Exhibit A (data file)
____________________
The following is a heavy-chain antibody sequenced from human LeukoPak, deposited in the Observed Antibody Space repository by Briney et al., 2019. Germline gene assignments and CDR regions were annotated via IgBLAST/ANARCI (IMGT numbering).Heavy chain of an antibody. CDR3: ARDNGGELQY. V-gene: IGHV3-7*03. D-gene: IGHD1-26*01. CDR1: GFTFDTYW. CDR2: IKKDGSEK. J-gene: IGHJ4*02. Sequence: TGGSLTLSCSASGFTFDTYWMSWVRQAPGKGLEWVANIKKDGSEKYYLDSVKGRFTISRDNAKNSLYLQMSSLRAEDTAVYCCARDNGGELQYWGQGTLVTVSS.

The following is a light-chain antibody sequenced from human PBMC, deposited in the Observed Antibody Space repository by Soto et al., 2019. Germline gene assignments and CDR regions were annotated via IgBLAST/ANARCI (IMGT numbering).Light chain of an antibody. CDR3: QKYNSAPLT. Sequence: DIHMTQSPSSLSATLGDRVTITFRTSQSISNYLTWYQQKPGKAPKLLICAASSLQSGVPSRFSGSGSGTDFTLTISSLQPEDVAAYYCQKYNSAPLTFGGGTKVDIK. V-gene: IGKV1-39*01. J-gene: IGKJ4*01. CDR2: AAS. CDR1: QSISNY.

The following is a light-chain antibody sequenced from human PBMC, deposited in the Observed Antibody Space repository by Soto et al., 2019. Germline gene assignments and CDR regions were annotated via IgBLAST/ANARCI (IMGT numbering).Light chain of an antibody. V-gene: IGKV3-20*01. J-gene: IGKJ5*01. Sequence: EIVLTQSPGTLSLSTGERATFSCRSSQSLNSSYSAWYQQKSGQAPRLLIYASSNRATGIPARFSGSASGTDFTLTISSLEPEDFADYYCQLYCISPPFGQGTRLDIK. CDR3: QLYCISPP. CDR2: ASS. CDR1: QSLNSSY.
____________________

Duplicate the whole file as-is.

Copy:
The following is a heavy-chain antibody sequenced from human LeukoPak, deposited in the Observed Antibody Space repository by Briney et al., 2019. Germline gene assignments and CDR regions were annotated via IgBLAST/ANARCI (IMGT numbering).Heavy chain of an antibody. CDR3: ARDNGGELQY. V-gene: IGHV3-7*03. D-gene: IGHD1-26*01. CDR1: GFTFDTYW. CDR2: IKKDGSEK. J-gene: IGHJ4*02. Sequence: TGGSLTLSCSASGFTFDTYWMSWVRQAPGKGLEWVANIKKDGSEKYYLDSVKGRFTISRDNAKNSLYLQMSSLRAEDTAVYCCARDNGGELQYWGQGTLVTVSS.

The following is a light-chain antibody sequenced from human PBMC, deposited in the Observed Antibody Space repository by Soto et al., 2019. Germline gene assignments and CDR regions were annotated via IgBLAST/ANARCI (IMGT numbering).Light chain of an antibody. CDR3: QKYNSAPLT. Sequence: DIHMTQSPSSLSATLGDRVTITFRTSQSISNYLTWYQQKPGKAPKLLICAASSLQSGVPSRFSGSGSGTDFTLTISSLQPEDVAAYYCQKYNSAPLTFGGGTKVDIK. V-gene: IGKV1-39*01. J-gene: IGKJ4*01. CDR2: AAS. CDR1: QSISNY.

The following is a light-chain antibody sequenced from human PBMC, deposited in the Observed Antibody Space repository by Soto et al., 2019. Germline gene assignments and CDR regions were annotated via IgBLAST/ANARCI (IMGT numbering).Light chain of an antibody. V-gene: IGKV3-20*01. J-gene: IGKJ5*01. Sequence: EIVLTQSPGTLSLSTGERATFSCRSSQSLNSSYSAWYQQKSGQAPRLLIYASSNRATGIPARFSGSASGTDFTLTISSLEPEDFADYYCQLYCISPPFGQGTRLDIK. CDR3: QLYCISPP. CDR2: ASS. CDR1: QSLNSSY.